When Software Architects attack!



  • Not literally...but one did cause us to lose almost a day of work...

    He was one of those who did software and DB coding...

    And I guess he was trying to move data or something, because he assumed his write to a temp table worked. But it didn't, and so it wiped out a LOT of data we were using in our development environment. It broke all kinds of stuff, because now keys were off, and we had records that wouldn't match...


  • Winner of the 2016 Presidential Election

    @John2 said:

    he assumed his write to a temp table worked.

    :facepunch: :facepalm:



  • Keep in mind this is the same group of people who used to "code review" us, and tell us where OUR code was wrong...


  • Winner of the 2016 Presidential Election

    SELECT * FROM `temp_table` LIMIT 1;: 1s
    Not obliterating the dev table: PriceTimeless



  • Yeah, he didn't put checks in. He just wrote the stored procedure, ran it, and hoped for the best, I guess. Because IIRC what happened is that his code tried to create a temp table, but didn't actually error check, and then truncated (or dropped, I don't recall) the table with the data in it...


  • Winner of the 2016 Presidential Election

    That's exactly the kind of operation you shouldn't do automatically either. Moving ALL THE THINGS is something you should do manually, very, very carefully...



  • Here's another one from the same guy...the guy who's the architect, and is supposed to point these things out at design-time.

    We put together some tables, and used the standard int type as the ID field. Well, our code is heavily reliant on data types matching up. So we write the C# with an int data type, as well, for this field.

    So the architect, without telling us, changes the int field in the DB to a bigint, and chaos ensues. All kinds of stuff breaks.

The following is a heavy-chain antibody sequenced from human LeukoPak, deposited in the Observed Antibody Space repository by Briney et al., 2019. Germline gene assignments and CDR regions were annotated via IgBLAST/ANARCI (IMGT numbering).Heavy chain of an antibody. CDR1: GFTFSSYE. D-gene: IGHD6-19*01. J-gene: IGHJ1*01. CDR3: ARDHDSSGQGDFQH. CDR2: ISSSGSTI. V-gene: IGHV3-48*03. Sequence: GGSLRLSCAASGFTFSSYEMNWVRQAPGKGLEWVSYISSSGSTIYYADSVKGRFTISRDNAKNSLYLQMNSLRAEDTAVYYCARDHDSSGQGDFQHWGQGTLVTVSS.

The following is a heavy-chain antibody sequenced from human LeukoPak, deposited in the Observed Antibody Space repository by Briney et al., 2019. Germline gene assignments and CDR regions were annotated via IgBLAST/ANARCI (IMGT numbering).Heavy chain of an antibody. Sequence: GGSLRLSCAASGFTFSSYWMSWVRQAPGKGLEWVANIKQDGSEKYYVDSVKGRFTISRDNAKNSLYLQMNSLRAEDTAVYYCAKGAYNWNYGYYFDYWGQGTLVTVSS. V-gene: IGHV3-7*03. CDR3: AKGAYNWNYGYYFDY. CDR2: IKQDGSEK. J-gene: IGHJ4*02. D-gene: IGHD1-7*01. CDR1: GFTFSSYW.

So then we lose a day or two "fixing" code that wasn't broken if he would have left things alone.

    Seems they were worried about ID numbers or some such, and were afraid they'd run out. Or something.



  • @John2 said:

    So the architect, without telling us, changes the int field in the DB to a bigint, and chaos ensues.

    1. Where are the validation tests on his changes?
    2. Where are the validation tests in your application code?


  • @sloosecannon said:

    That's exactly the kind of operation you shouldn't do automatically either. Moving ALL THE THINGS is something you should do manually, very, very carefully...

    Considering:

    @John2 said:

    It broke all kinds of stuff, because now keys were off, and we had records that wouldn't match...

    You should also maybe do it when the application isn't actively running on the database.



    1. Don't know. I guess he figures he's an architect...
    2. We have unit tests in place. I think one of the guys on our dev team actually noticed something was broken when he arrived and ran the unit tests after updating his local code from the repository. I'm guessing either the architect didn't do that, or just figured we'd handle it.


  • Oh, this was DEV data, so I don't think he was too concerned. We were, though, as we us Agile and we lost a couple of days "fixing" code that didn't initially need to be fixed.